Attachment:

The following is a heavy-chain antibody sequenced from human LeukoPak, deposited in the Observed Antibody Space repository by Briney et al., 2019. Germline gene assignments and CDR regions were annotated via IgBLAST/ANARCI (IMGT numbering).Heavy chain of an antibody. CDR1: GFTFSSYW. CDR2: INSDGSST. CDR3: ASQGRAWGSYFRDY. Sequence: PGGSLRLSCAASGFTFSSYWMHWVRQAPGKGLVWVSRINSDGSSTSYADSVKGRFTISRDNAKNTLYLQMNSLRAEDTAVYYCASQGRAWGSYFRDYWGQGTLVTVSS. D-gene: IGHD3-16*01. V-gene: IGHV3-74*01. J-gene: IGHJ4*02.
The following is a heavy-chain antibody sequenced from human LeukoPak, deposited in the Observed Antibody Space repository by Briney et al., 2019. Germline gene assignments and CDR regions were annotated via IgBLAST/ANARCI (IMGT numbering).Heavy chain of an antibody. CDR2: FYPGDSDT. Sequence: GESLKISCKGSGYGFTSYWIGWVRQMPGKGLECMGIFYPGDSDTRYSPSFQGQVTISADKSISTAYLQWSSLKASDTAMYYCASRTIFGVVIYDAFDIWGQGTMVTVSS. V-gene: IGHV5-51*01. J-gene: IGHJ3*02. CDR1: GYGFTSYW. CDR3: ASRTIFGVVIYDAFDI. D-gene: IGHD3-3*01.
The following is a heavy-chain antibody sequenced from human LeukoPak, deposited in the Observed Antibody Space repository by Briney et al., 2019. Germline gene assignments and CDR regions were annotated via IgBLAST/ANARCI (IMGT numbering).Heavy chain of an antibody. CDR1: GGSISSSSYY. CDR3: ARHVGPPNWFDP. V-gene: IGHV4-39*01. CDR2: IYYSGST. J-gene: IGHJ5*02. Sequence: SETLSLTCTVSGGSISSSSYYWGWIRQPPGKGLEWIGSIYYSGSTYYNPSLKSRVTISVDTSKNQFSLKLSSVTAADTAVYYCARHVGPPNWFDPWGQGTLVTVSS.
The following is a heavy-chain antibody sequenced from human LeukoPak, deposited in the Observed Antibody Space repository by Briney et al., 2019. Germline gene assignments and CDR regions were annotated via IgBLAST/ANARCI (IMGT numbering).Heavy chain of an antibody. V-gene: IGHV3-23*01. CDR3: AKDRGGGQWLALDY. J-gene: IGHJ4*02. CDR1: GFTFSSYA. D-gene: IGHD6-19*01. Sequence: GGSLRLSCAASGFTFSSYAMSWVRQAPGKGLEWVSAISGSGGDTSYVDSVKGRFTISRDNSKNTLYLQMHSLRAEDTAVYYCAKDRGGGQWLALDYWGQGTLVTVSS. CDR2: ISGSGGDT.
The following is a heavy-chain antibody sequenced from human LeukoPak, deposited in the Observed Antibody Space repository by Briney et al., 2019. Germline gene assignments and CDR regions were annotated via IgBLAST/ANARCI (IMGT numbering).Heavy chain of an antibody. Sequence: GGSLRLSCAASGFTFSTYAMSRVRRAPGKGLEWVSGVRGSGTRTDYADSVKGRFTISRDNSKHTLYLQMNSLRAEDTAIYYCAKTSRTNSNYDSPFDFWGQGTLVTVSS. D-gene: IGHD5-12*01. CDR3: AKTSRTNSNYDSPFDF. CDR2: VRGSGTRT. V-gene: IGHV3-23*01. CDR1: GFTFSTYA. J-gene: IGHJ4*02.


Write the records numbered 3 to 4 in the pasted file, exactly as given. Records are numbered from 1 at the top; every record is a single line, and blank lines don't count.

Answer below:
The following is a heavy-chain antibody sequenced from human LeukoPak, deposited in the Observed Antibody Space repository by Briney et al., 2019. Germline gene assignments and CDR regions were annotated via IgBLAST/ANARCI (IMGT numbering).Heavy chain of an antibody. CDR1: GGSISSSSYY. CDR3: ARHVGPPNWFDP. V-gene: IGHV4-39*01. CDR2: IYYSGST. J-gene: IGHJ5*02. Sequence: SETLSLTCTVSGGSISSSSYYWGWIRQPPGKGLEWIGSIYYSGSTYYNPSLKSRVTISVDTSKNQFSLKLSSVTAADTAVYYCARHVGPPNWFDPWGQGTLVTVSS.
The following is a heavy-chain antibody sequenced from human LeukoPak, deposited in the Observed Antibody Space repository by Briney et al., 2019. Germline gene assignments and CDR regions were annotated via IgBLAST/ANARCI (IMGT numbering).Heavy chain of an antibody. V-gene: IGHV3-23*01. CDR3: AKDRGGGQWLALDY. J-gene: IGHJ4*02. CDR1: GFTFSSYA. D-gene: IGHD6-19*01. Sequence: GGSLRLSCAASGFTFSSYAMSWVRQAPGKGLEWVSAISGSGGDTSYVDSVKGRFTISRDNSKNTLYLQMHSLRAEDTAVYYCAKDRGGGQWLALDYWGQGTLVTVSS. CDR2: ISGSGGDT.